Kahane was killed in a Manhattan hotel by an Arab gunman on November 5, 1990 after Kahane concluded a speech warning American Jews to immigrate to Israel before it was "too late". He was shot by El Sayyid Nosair, an Egyptian-born American citizen. Nosair fled the room, shooting 74-year-old Irving Franklin. As Nosair continued onto Lexington Avenue, attempting to flee in a taxi, he saw a police officer approaching him. Nosair stepped out of the taxi and fired shots toward the officer. The officer returned fire and both men lay wounded in the street. Upon searching Nosair's wallet, a list was found containing the names of several New York elected officials along with Nosair's New Jersey address.

At Nosair's home, detectives found and arrested two Egyptian men who admitted to driving taxis for a living as well as being in the vicinity at the time of the shooting. The ensuing search of Nosair's home revealed many items of concern including photographs of New York City landmarks, classified US military documents, bomb-making manuals, and books containing Arabic diagrams that Norris believed to represent plans to hijack an armored car. These diagrams were later revealed to be a plan to assassinate then Egyptian President, Hosni Mubarak.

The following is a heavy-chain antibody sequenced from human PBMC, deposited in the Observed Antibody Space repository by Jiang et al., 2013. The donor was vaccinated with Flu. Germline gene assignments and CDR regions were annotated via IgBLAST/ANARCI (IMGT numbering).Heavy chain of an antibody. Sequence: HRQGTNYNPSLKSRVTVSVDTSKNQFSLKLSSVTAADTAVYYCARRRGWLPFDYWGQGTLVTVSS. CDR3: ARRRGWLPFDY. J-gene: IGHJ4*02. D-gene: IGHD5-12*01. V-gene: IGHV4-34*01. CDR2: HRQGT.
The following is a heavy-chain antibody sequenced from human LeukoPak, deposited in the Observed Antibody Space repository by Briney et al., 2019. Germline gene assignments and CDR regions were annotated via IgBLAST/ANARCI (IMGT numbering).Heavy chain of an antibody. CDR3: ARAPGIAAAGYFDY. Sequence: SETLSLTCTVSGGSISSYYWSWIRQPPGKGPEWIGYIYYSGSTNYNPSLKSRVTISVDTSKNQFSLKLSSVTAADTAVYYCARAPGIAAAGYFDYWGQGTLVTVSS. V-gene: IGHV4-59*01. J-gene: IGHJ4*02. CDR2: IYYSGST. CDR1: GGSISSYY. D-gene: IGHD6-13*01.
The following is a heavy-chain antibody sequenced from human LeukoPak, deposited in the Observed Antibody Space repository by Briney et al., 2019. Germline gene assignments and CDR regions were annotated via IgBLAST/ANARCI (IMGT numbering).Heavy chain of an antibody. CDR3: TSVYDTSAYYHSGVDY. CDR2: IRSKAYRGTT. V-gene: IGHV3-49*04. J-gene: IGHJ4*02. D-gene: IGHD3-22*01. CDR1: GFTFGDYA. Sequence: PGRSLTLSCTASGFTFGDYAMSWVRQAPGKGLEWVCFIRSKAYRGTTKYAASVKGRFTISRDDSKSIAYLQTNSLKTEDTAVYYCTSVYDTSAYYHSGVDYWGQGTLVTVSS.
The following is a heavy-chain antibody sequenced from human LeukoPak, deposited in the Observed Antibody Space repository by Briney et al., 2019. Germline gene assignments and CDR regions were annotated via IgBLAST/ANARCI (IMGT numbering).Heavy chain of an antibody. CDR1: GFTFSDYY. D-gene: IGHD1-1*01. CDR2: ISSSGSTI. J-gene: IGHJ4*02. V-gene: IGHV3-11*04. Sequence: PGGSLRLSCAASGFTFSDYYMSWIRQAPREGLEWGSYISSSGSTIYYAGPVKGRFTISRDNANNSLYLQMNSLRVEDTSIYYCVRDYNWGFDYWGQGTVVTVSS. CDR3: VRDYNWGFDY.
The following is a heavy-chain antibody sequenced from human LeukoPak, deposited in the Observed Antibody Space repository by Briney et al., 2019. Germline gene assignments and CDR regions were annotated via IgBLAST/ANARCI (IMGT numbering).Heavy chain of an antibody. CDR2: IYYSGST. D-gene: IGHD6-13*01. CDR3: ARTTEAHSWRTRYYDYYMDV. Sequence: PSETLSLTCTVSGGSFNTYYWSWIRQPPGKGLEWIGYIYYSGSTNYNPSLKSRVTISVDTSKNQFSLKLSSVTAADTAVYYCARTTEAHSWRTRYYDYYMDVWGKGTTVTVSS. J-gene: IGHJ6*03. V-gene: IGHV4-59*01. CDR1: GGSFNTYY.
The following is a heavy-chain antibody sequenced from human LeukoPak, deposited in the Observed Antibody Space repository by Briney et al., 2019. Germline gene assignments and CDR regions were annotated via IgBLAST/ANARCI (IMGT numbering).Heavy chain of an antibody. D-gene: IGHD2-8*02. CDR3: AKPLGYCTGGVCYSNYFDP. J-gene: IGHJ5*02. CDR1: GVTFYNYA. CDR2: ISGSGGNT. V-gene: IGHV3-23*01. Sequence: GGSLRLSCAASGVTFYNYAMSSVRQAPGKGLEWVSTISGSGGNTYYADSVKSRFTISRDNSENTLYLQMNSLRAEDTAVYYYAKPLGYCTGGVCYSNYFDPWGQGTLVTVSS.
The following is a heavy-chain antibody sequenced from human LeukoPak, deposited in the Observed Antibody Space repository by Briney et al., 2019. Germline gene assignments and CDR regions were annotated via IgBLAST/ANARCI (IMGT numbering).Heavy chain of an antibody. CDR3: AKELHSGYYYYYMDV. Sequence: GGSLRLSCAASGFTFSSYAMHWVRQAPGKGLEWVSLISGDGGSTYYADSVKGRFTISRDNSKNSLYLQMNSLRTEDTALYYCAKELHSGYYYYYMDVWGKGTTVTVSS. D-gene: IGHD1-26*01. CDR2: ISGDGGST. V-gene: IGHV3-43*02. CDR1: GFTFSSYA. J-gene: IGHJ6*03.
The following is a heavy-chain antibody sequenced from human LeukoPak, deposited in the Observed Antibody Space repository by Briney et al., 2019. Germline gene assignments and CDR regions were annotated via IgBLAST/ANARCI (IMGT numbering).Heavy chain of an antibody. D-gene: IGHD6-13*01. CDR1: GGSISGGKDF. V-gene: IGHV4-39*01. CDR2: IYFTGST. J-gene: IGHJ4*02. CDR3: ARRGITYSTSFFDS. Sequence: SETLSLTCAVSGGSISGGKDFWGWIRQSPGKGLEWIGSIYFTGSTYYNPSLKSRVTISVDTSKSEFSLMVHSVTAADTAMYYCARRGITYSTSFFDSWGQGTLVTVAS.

The next morning, while briefing the Chief of Detectives, Norris refuted the NYPD's assertion that this was the act of a single crazed gunman. Norris described the evidence and the drivers of the believed get-away car in custody. The Chief of Detectives told Norris, "you shut up and handle the murder, they do conspiracies," pointing to the FBI agents in the room. Norris was then ordered to release the cab drivers and turn over his documents. Nosair was sent to prison for the Kahane assassination and the cab drivers were released.